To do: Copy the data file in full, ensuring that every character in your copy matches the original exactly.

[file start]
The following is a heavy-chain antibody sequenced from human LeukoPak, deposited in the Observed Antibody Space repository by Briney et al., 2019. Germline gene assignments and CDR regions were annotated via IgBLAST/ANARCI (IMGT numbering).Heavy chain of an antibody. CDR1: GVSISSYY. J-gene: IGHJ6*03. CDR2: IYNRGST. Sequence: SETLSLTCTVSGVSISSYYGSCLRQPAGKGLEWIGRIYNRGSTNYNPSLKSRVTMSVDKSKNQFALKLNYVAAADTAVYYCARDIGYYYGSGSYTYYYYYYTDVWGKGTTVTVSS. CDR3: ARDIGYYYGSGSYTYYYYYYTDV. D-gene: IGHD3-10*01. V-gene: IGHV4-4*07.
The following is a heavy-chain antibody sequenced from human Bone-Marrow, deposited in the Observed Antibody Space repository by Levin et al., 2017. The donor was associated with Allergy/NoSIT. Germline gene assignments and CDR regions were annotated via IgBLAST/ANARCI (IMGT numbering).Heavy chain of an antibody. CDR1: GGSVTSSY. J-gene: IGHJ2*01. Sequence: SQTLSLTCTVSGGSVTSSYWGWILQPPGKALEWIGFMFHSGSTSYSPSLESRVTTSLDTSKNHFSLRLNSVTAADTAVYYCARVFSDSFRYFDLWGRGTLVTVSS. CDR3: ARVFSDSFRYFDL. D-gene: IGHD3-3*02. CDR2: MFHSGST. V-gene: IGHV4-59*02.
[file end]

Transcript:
The following is a heavy-chain antibody sequenced from human LeukoPak, deposited in the Observed Antibody Space repository by Briney et al., 2019. Germline gene assignments and CDR regions were annotated via IgBLAST/ANARCI (IMGT numbering).Heavy chain of an antibody. CDR1: GVSISSYY. J-gene: IGHJ6*03. CDR2: IYNRGST. Sequence: SETLSLTCTVSGVSISSYYGSCLRQPAGKGLEWIGRIYNRGSTNYNPSLKSRVTMSVDKSKNQFALKLNYVAAADTAVYYCARDIGYYYGSGSYTYYYYYYTDVWGKGTTVTVSS. CDR3: ARDIGYYYGSGSYTYYYYYYTDV. D-gene: IGHD3-10*01. V-gene: IGHV4-4*07.
The following is a heavy-chain antibody sequenced from human Bone-Marrow, deposited in the Observed Antibody Space repository by Levin et al., 2017. The donor was associated with Allergy/NoSIT. Germline gene assignments and CDR regions were annotated via IgBLAST/ANARCI (IMGT numbering).Heavy chain of an antibody. CDR1: GGSVTSSY. J-gene: IGHJ2*01. Sequence: SQTLSLTCTVSGGSVTSSYWGWILQPPGKALEWIGFMFHSGSTSYSPSLESRVTTSLDTSKNHFSLRLNSVTAADTAVYYCARVFSDSFRYFDLWGRGTLVTVSS. CDR3: ARVFSDSFRYFDL. D-gene: IGHD3-3*02. CDR2: MFHSGST. V-gene: IGHV4-59*02.